Text objects

Let us show more editing tips/tricks. There are two text objects that we can use to change functions. Those are if and af. if means inner function and it allows you to select the content of a function enclosure. Change your main.go file to:

package main

import "fmt"

func main() {
	fmt.Println(1)
	fmt.Println(2)
	fmt.Println(3)
	fmt.Println(4)
	fmt.Println(5)
}

Put your cursor on the func keyword Now execute the following in normal mode and see what happens:

dif

You'll see that the function body is removed. Because we used the d operator. Undo your changes with u. The great thing is that your cursor can be anywhere starting from the func keyword until the closing right brace }. It uses the tool motion under the hood. I wrote motion explicitly for vim-go to support features like this. It's Go AST aware and thus its capabilities are really good. Like what you might ask? Change main.go to:

package main

import "fmt"

func Bar() string {
	fmt.Println("calling bar")

	foo := func() string {
		return "foo"
	}

	return foo()
}

Previously we were using regexp-based text objects, which leads to problems. For example in this example, put your cursor to the anonymous functions' func keyword and execute dif in normal mode. You'll see that only the body of the anonymous function is deleted.

We have only used the d operator (delete) so far. However it's up to you. For example you can select it via vif or yank(copy) with yif.

We also have af, which means a function. This text object includes the whole function declaration. Change your main.go to:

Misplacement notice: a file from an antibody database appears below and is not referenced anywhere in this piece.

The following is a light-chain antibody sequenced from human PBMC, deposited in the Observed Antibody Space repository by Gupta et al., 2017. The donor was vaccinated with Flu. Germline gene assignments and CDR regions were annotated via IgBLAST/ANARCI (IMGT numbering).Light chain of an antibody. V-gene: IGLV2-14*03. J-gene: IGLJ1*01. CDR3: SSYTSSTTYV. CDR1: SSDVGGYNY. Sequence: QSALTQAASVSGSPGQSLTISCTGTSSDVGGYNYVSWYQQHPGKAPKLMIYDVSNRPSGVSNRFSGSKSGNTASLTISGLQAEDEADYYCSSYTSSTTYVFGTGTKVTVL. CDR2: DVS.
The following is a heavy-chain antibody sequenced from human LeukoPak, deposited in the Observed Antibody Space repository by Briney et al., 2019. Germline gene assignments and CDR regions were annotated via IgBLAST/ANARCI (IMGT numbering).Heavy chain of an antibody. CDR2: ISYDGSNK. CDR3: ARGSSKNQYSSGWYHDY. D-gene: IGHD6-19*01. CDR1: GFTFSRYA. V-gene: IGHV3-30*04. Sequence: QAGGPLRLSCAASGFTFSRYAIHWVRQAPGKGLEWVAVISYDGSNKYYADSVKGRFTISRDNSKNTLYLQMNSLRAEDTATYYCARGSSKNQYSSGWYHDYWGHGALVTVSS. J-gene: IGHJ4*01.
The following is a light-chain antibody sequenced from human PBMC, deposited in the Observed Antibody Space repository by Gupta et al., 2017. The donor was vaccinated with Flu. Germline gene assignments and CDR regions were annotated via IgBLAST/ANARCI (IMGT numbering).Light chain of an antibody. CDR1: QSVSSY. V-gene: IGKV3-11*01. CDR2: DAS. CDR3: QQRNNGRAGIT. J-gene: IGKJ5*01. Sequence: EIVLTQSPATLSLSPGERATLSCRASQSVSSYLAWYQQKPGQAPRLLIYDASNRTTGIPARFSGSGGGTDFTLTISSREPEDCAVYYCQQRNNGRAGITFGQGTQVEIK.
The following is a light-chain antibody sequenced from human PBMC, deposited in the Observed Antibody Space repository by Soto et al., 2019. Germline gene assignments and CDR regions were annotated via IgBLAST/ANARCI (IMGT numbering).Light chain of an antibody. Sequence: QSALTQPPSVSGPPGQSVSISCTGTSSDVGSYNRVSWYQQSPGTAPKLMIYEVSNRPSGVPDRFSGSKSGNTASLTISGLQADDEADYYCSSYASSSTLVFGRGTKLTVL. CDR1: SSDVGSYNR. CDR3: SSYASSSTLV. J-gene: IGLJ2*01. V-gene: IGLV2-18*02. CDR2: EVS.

package main

import "fmt"

// bar returns a the string "foo" even though it's named as "bar". It's an
// example to be used with vim-go's tutorial to show the 'if' and 'af' text
// objects.
func bar() string {
	fmt.Println("calling bar")

	foo := func() string {
		return "foo"
	}

	return foo()
}

So here is the great thing. Because of motion we have full knowledge about every single syntax node. Put your cursor on top of the func keyword or anywhere below or above (doesn't matter). If you now execute vaf, you'll see that the function declaration is being selected, along with the doc comment as well! You can for example delete the whole function with daf, and you'll see that the comment is gone as well. Go ahead and put your cursor on top of the comment and execute vif and then vaf. You'll see that it selects the function body, even though your cursor is outside the function, or it selects the function comments as well.

This is really powerful and this all is thanks to the knowledge we have from let g:go_textobj_include_function_doc = 1 motion. If you don't like comments being a part of the function declaration, you can easily disable it with: